Dr. Lawrence Ferrara, Director of Steinhardt Music and Performing Arts Programs, led a spirited and often humorous interview of Jazz legend Jimmy Heath and his son, acclaimed composer, producer, and performer Mtume at the Skirball Center for the Performing Arts.
Jimmy Heath, Mtume and Dr. Ferrara seemed to have as much fun as the audience. The topics of discussion ranged from Jimmy Heath and Mtume having played with the great jazz legends of the last fifty years to hip hop to a discussion of the creative process which includes growth stages which Mtume termed "imitation," "emulation," and "innovation." Both guests spoke about the nature of the music business as a performer, composer and producer. "Innovation" took center stage in the lively discussion when a student questioned the panel on when a young performer is actually ready to begin "innovating." Jimmy Heath's answer: "Whenever you feel ready." The packed theatre was comprised of undergraduate music majors.
A jazz percussionist during his twenties with Miles Davis' band, Mtume moved into urban contemporary and funk in the late '70s and became one of the more successful producers and performers in both styles during the '80s. The son of the great jazz saxophonist Jimmy Heath and nephew of the other Heath brothers, in addition to recording and performing with Miles Davis, Mtume is featured on albums by the Heath Brothers, Sonny Rollins, Herbie Hancock, Joe Henderson, and Freddie Hubbard. He recorded as a bandleader for Strata-East before turning to funk in the late '70s. Mtume's band included the sassy, sultry vocalist Tawatha Agee, keyboardist Phil Fields, and bassist Ray Johnson. They had a number one R&B hit with "Juicy Fruit" in 1983 and a number two single in 1984 with "You, Me and He." Another Top Ten hit was "Breathless" in 1986. Mtume also teamed with another ex-jazz musician, Reggie Lucas, who had also been in Davis' '70s band. They produced and/or wrote for such artists as Stephanie Mills, Roberta Flack/Donny Hathaway, Phyllis Hyman, Gary Bartz, Sadane, Lou Rawls, Rena Scott, and Eddie Henderson in the late '70s.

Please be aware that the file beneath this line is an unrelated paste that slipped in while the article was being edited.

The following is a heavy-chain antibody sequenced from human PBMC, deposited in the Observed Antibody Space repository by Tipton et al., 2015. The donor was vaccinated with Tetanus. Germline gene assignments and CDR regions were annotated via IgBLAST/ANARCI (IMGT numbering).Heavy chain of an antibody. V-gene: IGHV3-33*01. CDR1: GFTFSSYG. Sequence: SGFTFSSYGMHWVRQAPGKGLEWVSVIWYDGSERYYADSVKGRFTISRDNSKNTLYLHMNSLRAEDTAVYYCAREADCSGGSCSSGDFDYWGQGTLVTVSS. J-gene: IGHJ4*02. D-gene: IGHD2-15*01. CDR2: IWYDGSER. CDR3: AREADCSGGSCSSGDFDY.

The middle of the three Heath Brothers, Jimmy Heath has a distinctive sound on tenor, is a fluid player on soprano and flute, and one of the great big band arranger/composers whose original compositions include "C.T.A." and "Gingerbread Boy." He was originally an altoist, playing with Howard McGhee during 1947-1948 and the Dizzy Gillespie big band (1949-1950). Called "Little Bird" because of the similarity in his playing to Charlie Parker, Heath switched to tenor in the early '50s. In 1959, he replaced John Coltrane in the Miles Davis band, in addition to playing with Kenny Dorham and Gil Evans, and started a string of impressive recordings for Riverside. In the 1960s, Heath frequently teamed up with Milt Jackson and Art Farmer. From 1975-1982, Jimmy Heath teamed up with brothers Percy and Tootie in the Heath Brothers, and since then has remained active as a saxophonist and writer. In addition to his earlier Riverside dates, Jimmy Heath has recorded as a leader for Cobblestone, Muse, Xanadu, Landmark, and Verve and appears on more than 100 albums and has had more than 100 compositions recorded.
Related Link: http://steinhardt.nyu.edu/music/